The Supreme Court announced Friday that they’ll hear a case that challenges the legality of Obamacare subsidies in federally-run exchanges, the Court’s second chance to devastate the way Obamacare works.
No one knows yet how the Supreme Court will rule, but the looming decision means the fight over Obamacare is far from over — if Republicans’ takeover of Congress on Tuesday didn’t make that clear enough. But the immediate result of such a ruling would tear apart the way Obamacare is currently working.
Right away, the IRS will have to stop issuing tax credits to customers in the 36 states with federally-run exchanges. That would push the full brunt of the cost of health insurance onto almost 4.6 million Obamacare customers. Millions will likely have to drop their coverage as a result.
And because subsidies are tied to the employer mandate, those requirements will go out of effect in those 36 states as well. The individual mandate will be rolled back as well — it exempts those without coverage options that are below a certain percent of their income, and without subsidies cutting costs, the number of Americans qualifying for the exemption will skyrocket.
The Obama administration will certainly make every effort to find a way to make the subsidies available to their constituents, who never appreciate having an entitlement, legal or not, taken away from them. There are a couple of potential ways states could try to get their subsidies back, but it’ll be a long, arduous process.
1. States Could Work With The IRS To Make Yet Another Workaround
It’s possible the Obama administration could take it upon itself to issue a second executive work-around to replace the one the Supreme Court declared illegal. One idea floated by University of Michigan Law School professor Nicholas Bagley is that states could establish incorporations to run their exchanges, which could then hire HealthCare.gov to do the job.
Nothing would change, functionally — it’d be another few layers of bureaucracy that still result in the federal government running the Obamacare exchanges. Bagley thinks there’s a legal way to do it; Michael Cannon, a Cato Institute health care expert and architect of the subsidy case, doesn’t.
“There is no workaround,” Michael Cannon, a Cato Institute expert and one of the architects of the subsidy case, told TheDC. “This is the workaround.”
2. Congress Could Amend Obamacare To Make Subsidies Available Everywhere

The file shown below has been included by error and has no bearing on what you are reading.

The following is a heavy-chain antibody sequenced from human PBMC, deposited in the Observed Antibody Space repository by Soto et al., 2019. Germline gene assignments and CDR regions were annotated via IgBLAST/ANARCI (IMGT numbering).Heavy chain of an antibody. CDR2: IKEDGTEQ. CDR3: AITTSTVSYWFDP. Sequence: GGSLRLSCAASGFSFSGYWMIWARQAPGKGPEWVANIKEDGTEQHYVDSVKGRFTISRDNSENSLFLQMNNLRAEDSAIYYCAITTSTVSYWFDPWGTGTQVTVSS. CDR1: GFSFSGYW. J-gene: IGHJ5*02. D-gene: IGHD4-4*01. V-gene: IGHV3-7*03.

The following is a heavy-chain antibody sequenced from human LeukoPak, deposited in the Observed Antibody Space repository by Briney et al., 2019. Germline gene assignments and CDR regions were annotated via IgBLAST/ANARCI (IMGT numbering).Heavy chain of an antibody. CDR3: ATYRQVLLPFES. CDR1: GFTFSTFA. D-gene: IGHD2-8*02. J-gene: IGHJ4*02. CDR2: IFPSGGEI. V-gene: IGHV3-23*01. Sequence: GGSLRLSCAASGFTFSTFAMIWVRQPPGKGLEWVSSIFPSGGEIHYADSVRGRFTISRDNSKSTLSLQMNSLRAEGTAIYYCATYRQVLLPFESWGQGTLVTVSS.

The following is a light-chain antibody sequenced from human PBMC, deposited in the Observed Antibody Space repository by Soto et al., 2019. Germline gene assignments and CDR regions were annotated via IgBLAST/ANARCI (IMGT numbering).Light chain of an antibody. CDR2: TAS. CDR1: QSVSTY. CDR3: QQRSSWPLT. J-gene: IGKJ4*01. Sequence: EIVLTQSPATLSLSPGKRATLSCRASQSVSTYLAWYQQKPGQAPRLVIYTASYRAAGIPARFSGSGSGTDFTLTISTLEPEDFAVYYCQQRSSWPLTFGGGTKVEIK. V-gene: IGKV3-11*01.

If the Court decides that Obamacare restricts subsidies to state-run exchanges, the quickest fix would be for Congress to change Obamacare.
With Republicans in charge of Congress and Sen. Mitch McConnell and Speaker of the House John Boehner already pledging to take the health-care law apart piece-by-piece, there’s almost no hope that they’d be willing to make it easier for Obamacare to work as functioned. A Supreme Court decision striking down key parts of Obamacare in most of the country would only make the GOP’s job easier.
3. States Could Just Build Their Own Exchanges
The other viable solution is very, very long-term — and wouldn’t fix the problem for the whole country.
It’s here that Obamacare’s disastrous first year will hurt the most: it’s not clear how many states would agree to take up the burden of building a state exchange after the backbreaking year state-run exchanges had. There are the states that failed entirely (Oregon, Nevada), the states that had to start all over again (Maryland, Massachusetts), and the ones that are still struggling to make their sites function over a year later (Vermont, Washington).
And many states wouldn’t want to buttress Obamacare at all. Many red states chose not to build their own exchanges out of resistance to the health-care law — every state that refused the Medicaid expansion also refused to build a state exchange.
“Some states could try to establish exchanges,” Cannon said, “but it’s unlikely that any would. We just had a lot of Republicans swept into governors and statehouses.”
Residents seeking subsidies could put new pressure on the influx of Republican governors across the country, however, and some may cave. And some Democratic states went with HealthCare.gov, and could decide to belatedly build their own exchange.
But building exchanges will take years of planning and hundreds of millions in new federal grants, and it still wouldn’t be a nationwide fix.
Millions of customers may have already cancelled their coverage. After losing so much of their customer base, the administration will be hard-pressed to bring lost customers back to the exchanges. If the Court doesn’t rule in the Obama administration’s favor this time, Obamacare could be effectively extinguished in most of the country.
“I think the only way they can do this is an act of Congress,” Cannon said, and the chances of that happening are probably zero.